5. High-traffic areas
Summertime can be rough on our lawns. From kids running around, to backyard get-togethers, your lawn can go through huge amounts of wear and tear during the warmer months. Getting your lawn back to proper health will take a combination of aeration, seeding, and quality watering sessions. Aerating a lawn allows both water and air to penetrate the soil, which builds better root systems for your grass and fosters a healthier, more beautiful lawn.
6. Grub problems
White grubs are C-shaped pests that hatch in late July and early August and feed off your lawn’s roots. Areas affected by white grubs will have circular damage spots and feel spongy when you walk over them. A great way to find out if you have a grub problem is to cut back a one-square-foot flap of sod and check the soil at a depth of two to four inches. If you see numerous grubs in the area, you may have a problem. The best way to deal with grubs is to lay down grub control products in the summer before they hatch. If you think that you have a grub infestation, contact your local lawn care specialist.
7. Lawn rust
Lawn rust is a fairly easy lawn disease to identify due to its obvious yellow and brown coloring. The disease is caused by a fungus called Pucciniales, which starts out as small yellow-orange or red-brown colored flecks on grass blades and eventually turns the entire blade a rusty color. Many lawns affected by the disease are nitrogen deficient. But you can reverse the damage by following this lawn care tip – use a nitrogen-rich fertilizer in combination with aerating your yard and watering deeply.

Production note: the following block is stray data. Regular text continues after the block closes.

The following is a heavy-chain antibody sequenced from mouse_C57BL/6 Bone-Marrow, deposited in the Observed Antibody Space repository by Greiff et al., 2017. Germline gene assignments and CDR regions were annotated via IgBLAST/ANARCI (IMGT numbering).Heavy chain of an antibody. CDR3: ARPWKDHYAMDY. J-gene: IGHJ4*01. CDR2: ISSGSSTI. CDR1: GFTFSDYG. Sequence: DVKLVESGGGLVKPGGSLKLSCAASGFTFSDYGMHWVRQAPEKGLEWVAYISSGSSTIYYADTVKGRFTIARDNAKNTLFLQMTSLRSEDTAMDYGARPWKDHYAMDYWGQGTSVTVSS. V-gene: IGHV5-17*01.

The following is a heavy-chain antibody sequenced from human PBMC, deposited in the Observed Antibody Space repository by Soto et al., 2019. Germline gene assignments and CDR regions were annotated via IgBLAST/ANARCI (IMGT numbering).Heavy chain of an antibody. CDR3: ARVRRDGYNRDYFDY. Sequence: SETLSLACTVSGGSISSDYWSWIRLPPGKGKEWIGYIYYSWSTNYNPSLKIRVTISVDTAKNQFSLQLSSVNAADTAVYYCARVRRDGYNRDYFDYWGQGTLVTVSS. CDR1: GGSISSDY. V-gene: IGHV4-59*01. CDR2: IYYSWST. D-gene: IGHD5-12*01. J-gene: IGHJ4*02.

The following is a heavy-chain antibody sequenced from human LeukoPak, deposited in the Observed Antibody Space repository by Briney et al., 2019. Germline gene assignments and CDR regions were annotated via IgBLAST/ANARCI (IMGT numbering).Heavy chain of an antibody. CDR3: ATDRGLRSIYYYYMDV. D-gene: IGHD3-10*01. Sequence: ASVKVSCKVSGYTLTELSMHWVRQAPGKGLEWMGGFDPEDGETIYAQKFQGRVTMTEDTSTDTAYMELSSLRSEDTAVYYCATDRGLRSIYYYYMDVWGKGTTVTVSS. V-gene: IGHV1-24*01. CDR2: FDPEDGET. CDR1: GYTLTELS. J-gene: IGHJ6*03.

Dandelions are pesky perennials that can exist for a seemingly infinite amount of time. These weeds are best known for their bright yellow flowers and general stubbornness to remain on your lawn. It’s important to note that dandelions can thrive in conditions that commonly cause the grass to wither, so an unhealthy lawn will only exacerbate the problem. Technique and timing are essential when dealing with dandelions. If you choose to pull them out of the ground, make sure you remove the entire plant, including the roots, to ensure they don’t grow back. Also, avoid waiting until they reach the seed stage (characterized by a puffy, white appearance). Once they reach that point, you can guarantee that they’ll be back later on. If you opt to use an herbicide instead, be sure to look for postemergence options. These will target the weeds without damaging the surrounding grass.